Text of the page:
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Sustainable land management balances wildlife and human needs

Brent Wills and daughter working on farm
Brent Wills and daughter.

Virginia boasts some of the most diverse landscapes in the nation, from the highlands of the Shenandoah Valley to the sandy expanses of the Eastern Shore. Over centuries, as more and more humans have made themselves at home here, there have been significant changes to the land. Forests have given way to crops, paths have evolved into highways and wetlands have been drained and filled to create neighborhoods. 

But the progress and development desired by humans doesn’t have to be completely at odds with the nature that sustains wildlife. With careful planning, the land we all call home can benefit animals and humans alike.

Agriculture has completely transformed the topography of many parts of the world. Where once there may have been lush forests, there are now patchworks of fields for growing and grazing. Farmers have found many ways to protect crops and livestock from their wild neighbors, but they’ve also found ways to protect wildlife with minimal sacrifice. They might plant trees to help control habitat-damaging erosion or leave some crop remains in place for birds to gather nesting material.

Before European settlers cleared much of the land to make way for homes, roads and farms, Virginia had broad expanses of wild grasslands, or prairies, that sustained a wide variety of plant and animal species. Small pockets of these ecosystems still exist in the Commonwealth, and their preservation maintains a connection to what Virginia’s countryside looked like before widespread human intervention. Even in their vastly reduced area, they are home to species like the prairie warbler and act as a filter for rainfall as it moves toward the water table.

Forests cover much more territory in Virginia but sometimes need interventions to thrive for the benefit of both humans and wildlife. It may seem counterintuitive, but fire can make a forest ecosystem stronger through prescribed burns. With careful observation and planning, landowners can help to restore at-risk tree species and minimize the harm of common diseases and invasive species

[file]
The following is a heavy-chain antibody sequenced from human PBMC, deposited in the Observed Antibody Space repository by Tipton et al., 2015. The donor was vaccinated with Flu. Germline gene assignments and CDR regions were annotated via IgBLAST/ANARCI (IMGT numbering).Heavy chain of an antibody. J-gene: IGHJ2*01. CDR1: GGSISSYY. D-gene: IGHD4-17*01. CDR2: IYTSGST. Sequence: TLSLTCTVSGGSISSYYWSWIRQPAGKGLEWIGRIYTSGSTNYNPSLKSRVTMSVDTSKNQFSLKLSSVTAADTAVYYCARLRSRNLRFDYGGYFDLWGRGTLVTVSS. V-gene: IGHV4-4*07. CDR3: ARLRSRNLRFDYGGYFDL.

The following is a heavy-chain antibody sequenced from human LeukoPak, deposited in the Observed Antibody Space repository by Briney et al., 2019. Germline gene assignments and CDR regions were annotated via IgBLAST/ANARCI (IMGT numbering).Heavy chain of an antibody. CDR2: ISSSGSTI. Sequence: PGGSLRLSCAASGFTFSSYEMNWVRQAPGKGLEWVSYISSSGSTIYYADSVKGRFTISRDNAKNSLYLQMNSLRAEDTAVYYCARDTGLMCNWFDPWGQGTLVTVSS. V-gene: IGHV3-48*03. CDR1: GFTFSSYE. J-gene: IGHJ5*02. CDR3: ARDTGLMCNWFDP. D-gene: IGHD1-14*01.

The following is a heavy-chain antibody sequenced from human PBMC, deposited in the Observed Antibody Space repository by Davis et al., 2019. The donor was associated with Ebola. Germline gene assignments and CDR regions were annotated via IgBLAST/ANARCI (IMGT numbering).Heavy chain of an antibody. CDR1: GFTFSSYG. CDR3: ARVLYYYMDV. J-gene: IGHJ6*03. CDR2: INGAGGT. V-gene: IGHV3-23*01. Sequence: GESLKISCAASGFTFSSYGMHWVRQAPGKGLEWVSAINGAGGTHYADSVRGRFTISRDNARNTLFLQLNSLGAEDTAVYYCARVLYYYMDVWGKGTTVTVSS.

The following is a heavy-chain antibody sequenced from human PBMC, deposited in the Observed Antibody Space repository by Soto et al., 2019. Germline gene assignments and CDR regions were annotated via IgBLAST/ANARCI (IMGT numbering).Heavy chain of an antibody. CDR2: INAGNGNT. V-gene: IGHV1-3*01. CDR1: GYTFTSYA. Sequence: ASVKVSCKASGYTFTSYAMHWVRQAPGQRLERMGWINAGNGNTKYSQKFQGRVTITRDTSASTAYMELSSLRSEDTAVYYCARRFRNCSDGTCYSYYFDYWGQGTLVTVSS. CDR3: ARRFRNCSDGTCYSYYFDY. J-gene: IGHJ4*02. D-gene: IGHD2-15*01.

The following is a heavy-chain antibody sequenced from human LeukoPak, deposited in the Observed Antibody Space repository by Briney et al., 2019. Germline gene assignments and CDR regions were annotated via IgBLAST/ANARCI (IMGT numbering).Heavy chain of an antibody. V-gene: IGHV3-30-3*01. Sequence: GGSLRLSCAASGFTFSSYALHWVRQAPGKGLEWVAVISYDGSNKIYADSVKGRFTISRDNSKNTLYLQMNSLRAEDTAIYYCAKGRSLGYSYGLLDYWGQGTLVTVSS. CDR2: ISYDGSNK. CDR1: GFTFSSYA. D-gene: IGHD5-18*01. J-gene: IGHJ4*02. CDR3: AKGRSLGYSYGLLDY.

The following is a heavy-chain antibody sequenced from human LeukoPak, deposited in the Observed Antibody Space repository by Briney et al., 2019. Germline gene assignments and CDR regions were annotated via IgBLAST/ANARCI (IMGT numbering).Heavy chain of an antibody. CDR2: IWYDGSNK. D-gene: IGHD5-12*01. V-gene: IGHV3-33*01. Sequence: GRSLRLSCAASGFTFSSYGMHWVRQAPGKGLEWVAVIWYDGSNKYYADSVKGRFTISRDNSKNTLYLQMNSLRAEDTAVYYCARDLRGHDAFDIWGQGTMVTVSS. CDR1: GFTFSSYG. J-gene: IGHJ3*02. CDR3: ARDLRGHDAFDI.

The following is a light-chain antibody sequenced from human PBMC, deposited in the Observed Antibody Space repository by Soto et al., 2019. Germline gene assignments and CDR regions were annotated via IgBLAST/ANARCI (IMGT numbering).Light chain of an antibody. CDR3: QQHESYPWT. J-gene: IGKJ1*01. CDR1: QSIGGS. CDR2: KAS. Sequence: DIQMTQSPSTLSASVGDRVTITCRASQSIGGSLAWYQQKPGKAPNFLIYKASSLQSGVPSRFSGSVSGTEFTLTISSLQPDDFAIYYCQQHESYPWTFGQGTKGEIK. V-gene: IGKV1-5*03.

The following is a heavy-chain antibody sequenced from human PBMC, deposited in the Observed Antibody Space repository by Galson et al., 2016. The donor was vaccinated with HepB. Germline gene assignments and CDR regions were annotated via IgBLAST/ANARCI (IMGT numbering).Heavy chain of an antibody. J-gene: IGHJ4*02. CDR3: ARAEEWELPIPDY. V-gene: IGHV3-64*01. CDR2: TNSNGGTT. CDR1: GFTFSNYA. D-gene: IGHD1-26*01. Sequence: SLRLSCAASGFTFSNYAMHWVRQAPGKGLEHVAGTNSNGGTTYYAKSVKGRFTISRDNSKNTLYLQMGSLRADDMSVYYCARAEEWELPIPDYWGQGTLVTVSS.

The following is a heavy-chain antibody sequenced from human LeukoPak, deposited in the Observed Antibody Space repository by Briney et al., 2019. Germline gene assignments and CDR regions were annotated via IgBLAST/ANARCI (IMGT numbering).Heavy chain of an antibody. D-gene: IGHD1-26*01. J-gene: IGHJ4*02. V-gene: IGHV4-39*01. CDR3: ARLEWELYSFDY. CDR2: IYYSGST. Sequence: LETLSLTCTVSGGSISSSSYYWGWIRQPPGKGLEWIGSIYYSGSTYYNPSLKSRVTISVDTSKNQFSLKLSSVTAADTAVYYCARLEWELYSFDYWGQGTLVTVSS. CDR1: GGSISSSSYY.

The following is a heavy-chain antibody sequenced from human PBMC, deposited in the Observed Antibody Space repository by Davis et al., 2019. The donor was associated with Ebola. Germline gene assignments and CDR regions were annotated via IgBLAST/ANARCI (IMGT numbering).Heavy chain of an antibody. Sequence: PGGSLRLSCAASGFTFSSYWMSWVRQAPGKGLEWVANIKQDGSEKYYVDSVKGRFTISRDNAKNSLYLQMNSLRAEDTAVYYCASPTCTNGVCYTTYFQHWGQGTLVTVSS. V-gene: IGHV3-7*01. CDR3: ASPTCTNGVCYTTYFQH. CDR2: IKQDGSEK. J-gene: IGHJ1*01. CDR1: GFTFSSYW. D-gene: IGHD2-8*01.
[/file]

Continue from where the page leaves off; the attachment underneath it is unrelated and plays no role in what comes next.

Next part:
In major cities up and down the East Coast, urban planning is being done to accommodate wildlife that lives in unexpected places. Preserving large greenspaces and creating road-free pedestrian zones are two great ways to make a city more hospitable to its wild neighbors.

What You Can Do!

  • Choose native plants for your own land. They’ll help to feed the local wildlife and won’t require chemicals or expensive irrigation to thrive.
  • Keep your yard as natural as possible. A smooth, green lawn of grass might look picture-perfect, but it offers very little to wildlife and can be a major source of runoff that pollutes our waterways. Think about allowing a portion of your land to grow the way it might have in pre-Colonial times.  
  • Support local farmers and ranchers who are managing their land in a sustainable way. Go to farmers markets and ask questions. It’s wonderful to know where your food is coming from!  
  • Support businesses that promote sustainable land practices, and spread the word so others will too.
  • Check out The Wildlife Center of Virginia to learn more about the wild animals around you, and how you can help keep them safe.